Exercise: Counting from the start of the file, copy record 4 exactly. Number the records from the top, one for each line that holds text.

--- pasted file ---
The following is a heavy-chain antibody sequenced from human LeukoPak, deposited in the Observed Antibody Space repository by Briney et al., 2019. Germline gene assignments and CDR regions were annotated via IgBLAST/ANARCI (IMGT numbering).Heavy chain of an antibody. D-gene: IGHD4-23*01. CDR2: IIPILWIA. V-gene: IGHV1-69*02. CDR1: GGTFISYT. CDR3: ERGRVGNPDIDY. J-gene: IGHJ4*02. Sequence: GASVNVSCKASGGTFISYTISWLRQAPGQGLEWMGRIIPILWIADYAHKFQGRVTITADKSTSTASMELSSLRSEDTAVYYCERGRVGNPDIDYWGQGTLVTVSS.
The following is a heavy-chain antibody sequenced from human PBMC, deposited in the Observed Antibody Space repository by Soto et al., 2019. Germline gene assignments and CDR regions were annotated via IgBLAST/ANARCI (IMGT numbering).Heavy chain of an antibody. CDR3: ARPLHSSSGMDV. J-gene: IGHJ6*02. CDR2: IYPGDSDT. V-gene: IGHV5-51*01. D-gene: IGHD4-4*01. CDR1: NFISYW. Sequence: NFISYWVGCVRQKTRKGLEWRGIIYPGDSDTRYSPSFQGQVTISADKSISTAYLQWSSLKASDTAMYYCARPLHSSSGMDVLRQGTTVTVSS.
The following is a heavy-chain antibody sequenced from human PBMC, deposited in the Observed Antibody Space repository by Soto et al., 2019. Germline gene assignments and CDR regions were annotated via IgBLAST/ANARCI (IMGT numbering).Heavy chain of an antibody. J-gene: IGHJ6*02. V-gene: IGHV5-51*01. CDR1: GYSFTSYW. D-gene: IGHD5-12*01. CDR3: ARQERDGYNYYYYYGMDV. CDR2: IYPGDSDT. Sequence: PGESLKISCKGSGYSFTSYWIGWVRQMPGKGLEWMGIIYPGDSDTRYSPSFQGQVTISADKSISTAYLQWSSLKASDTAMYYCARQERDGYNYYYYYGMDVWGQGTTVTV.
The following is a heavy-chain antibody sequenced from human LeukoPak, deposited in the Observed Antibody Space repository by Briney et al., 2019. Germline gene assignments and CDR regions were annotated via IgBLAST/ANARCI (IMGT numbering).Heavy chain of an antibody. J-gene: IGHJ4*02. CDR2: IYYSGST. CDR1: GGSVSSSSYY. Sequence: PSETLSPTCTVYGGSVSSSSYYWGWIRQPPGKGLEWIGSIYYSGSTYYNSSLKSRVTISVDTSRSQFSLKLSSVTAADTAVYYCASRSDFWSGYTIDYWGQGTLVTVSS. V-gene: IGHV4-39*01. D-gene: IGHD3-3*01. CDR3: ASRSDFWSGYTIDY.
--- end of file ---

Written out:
The following is a heavy-chain antibody sequenced from human LeukoPak, deposited in the Observed Antibody Space repository by Briney et al., 2019. Germline gene assignments and CDR regions were annotated via IgBLAST/ANARCI (IMGT numbering).Heavy chain of an antibody. J-gene: IGHJ4*02. CDR2: IYYSGST. CDR1: GGSVSSSSYY. Sequence: PSETLSPTCTVYGGSVSSSSYYWGWIRQPPGKGLEWIGSIYYSGSTYYNSSLKSRVTISVDTSRSQFSLKLSSVTAADTAVYYCASRSDFWSGYTIDYWGQGTLVTVSS. V-gene: IGHV4-39*01. D-gene: IGHD3-3*01. CDR3: ASRSDFWSGYTIDY.